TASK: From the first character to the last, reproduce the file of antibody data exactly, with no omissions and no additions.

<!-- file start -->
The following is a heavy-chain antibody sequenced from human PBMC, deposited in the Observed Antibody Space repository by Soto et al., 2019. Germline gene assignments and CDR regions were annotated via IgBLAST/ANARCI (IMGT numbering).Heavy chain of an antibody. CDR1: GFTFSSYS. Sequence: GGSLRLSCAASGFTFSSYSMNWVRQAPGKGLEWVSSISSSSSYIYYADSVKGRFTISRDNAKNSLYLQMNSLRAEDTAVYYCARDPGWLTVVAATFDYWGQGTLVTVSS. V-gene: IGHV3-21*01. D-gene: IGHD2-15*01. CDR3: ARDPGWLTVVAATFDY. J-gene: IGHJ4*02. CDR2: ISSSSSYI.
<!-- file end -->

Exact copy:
The following is a heavy-chain antibody sequenced from human PBMC, deposited in the Observed Antibody Space repository by Soto et al., 2019. Germline gene assignments and CDR regions were annotated via IgBLAST/ANARCI (IMGT numbering).Heavy chain of an antibody. CDR1: GFTFSSYS. Sequence: GGSLRLSCAASGFTFSSYSMNWVRQAPGKGLEWVSSISSSSSYIYYADSVKGRFTISRDNAKNSLYLQMNSLRAEDTAVYYCARDPGWLTVVAATFDYWGQGTLVTVSS. V-gene: IGHV3-21*01. D-gene: IGHD2-15*01. CDR3: ARDPGWLTVVAATFDY. J-gene: IGHJ4*02. CDR2: ISSSSSYI.